For example, the book of Job might be considered to be an extended parable and not a re-telling of actual events. But again, perhaps it did happen.

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On 2/25/2020 at 9:06 PM, Kenngo1969 said:

Hmm.  Okay.  You think that those who frequent this board do not?  Why?

I think he's just trying to ignite a revival, of sorts.

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On 2/25/2020 at 10:13 PM, The Nehor said:

I just think it is neat that Satan is a literal dragon.

You would! Of course, so would I.

But he's not. 

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On 2/25/2020 at 8:39 PM, Jared Livesey said:

My point is to persuade men to believe on Jesus Christ, if they may be so persuaded.

 

On 2/27/2020 at 9:19 PM, Bill “Papa” Lee said:

Wonderful, we do believe in the Lord Jesus Christ, and that salvation comes in and through his Atoning sacrifice, and in no other way. How bout you? 

 

I agree, Papa, but Jared might be interested to know that we do have atheists or other non-Christians on the board, too. Not that we Christians haven't been trying to lead them back to the light, as it were!

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4 hours ago, Stargazer said:

I agree, yet it is possible that one or more of his parables did in fact reflect actual events that occurred in the past (or the future, for that matter). 

For example, the book of Job might be considered to be an extended parable and not a re-telling of actual events. But again, perhaps it did happen.

Yes, Job is a prime example of what could be considered to be a masterful literary creation in the Wisdom tradition.  He is practically a plaything of God and Satan.  His buddies have all sorts of advice, and his wife wants him to just curse God and die.  He ignores the nonsense and maintains his admirable gravitas.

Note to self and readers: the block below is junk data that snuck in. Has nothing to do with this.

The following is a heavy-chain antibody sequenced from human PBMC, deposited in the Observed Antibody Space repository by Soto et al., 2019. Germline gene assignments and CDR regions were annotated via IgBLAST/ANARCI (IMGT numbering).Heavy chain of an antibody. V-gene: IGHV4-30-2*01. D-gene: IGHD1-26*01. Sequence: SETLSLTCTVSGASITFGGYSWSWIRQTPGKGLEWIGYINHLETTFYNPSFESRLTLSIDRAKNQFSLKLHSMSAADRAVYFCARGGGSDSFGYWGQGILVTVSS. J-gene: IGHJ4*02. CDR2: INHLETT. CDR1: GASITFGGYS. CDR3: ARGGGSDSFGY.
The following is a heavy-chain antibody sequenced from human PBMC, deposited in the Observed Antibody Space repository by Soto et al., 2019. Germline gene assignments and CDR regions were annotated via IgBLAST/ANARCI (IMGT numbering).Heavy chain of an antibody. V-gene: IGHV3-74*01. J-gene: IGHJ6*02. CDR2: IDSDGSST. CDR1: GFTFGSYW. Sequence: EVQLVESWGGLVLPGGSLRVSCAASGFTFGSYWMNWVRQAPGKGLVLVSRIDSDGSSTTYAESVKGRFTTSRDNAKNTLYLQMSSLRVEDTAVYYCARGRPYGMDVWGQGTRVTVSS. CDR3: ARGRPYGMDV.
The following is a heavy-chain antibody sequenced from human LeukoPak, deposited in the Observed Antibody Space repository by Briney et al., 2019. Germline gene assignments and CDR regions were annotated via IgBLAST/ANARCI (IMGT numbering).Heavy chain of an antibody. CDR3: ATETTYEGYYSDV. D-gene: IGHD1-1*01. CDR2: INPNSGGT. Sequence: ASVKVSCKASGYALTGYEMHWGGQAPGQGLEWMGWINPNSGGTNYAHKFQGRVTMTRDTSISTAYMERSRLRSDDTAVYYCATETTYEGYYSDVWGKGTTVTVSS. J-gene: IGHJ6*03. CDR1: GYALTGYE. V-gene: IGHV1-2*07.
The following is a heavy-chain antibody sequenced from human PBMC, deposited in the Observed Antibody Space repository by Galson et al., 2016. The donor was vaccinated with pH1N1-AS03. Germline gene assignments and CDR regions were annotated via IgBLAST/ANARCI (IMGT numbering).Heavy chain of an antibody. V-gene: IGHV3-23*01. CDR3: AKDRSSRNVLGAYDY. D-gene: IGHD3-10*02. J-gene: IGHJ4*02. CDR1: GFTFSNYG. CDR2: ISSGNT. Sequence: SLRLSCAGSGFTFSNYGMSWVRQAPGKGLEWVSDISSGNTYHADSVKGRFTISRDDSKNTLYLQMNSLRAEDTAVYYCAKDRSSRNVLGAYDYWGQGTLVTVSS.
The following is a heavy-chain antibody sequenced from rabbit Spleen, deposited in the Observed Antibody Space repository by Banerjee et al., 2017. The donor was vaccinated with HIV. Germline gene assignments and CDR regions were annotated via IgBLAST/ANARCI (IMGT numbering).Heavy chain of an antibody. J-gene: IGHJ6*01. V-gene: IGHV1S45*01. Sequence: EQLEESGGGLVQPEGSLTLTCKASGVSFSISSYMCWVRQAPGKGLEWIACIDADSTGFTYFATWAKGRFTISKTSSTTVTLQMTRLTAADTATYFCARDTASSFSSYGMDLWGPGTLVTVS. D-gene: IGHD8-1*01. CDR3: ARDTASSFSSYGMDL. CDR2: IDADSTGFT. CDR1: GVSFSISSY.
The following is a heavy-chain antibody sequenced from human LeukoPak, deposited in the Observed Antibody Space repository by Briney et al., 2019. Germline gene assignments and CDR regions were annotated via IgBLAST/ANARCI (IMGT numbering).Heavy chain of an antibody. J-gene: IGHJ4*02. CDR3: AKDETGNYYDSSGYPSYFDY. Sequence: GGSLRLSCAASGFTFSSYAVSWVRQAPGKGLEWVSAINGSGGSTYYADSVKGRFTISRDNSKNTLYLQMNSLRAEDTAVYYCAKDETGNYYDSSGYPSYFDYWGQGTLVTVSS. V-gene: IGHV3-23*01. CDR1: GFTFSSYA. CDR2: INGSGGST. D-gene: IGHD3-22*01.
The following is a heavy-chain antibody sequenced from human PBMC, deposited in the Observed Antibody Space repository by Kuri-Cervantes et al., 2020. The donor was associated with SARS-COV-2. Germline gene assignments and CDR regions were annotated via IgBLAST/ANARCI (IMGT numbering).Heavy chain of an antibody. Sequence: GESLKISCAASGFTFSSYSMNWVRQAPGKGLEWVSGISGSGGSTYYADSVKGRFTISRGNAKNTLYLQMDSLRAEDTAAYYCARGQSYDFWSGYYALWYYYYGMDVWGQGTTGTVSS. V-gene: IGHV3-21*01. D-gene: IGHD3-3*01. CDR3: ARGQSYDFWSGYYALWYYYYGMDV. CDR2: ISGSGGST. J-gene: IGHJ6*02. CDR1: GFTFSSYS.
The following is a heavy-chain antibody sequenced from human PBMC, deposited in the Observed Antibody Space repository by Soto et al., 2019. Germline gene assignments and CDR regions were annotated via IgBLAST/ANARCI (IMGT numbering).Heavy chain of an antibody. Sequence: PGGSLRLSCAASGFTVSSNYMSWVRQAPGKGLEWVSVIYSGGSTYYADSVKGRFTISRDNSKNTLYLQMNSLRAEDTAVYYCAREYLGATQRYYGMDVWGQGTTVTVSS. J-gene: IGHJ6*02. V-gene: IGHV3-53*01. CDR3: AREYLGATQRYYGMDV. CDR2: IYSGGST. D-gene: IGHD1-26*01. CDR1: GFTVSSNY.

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3 minutes ago, Robert F. Smith said:

Yes, Job is a prime example of what could be considered to be a masterful literary creation in the Wisdom tradition.  He is practically a plaything of God and Satan.  His buddies have all sorts of advice, and his wife wants him to just curse God and die.  He ignores the nonsense and maintains his admirable gravitas.

It kind of puts a different light on some of Paul H. Dunn's stories that he presented as actual history that turned out to be made up to make certain points.

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On 2/28/2020 at 7:37 PM, Stargazer said:

It kind of puts a different light on some of Paul H. Dunn's stories that he presented as actual history that turned out to be made up to make certain points.

Not really. When telling a ghost story for example you never tell everyone it is made up. It is assumed. That is not the case in modern times when you tell a story and say you were there. Job may have been a story based on real events (literally true I doubt mostly because it is a little absurd to imagine someone recording all those long speeches verbatim or remembering them) or it might be fiction to tell a point. It is quite possible the initial writer and the readers knew which so there was no intentional deception. Elder Dunn was intentionally deceiving and, while he gave God a lot of glory, he also glorified himself A LOT.

I personally suspect it was based on something real just because God comforted Joseph Smith by saying he was not as bad off as Job. Doing it with a fictional character lessens the impact for me but that does not mean much.

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On 2/28/2020 at 3:24 PM, Stargazer said:

You would! Of course, so would I.

But he's not. 

I know, but everyone I know who claims to take everything in scripture literally is either lying or unhinged.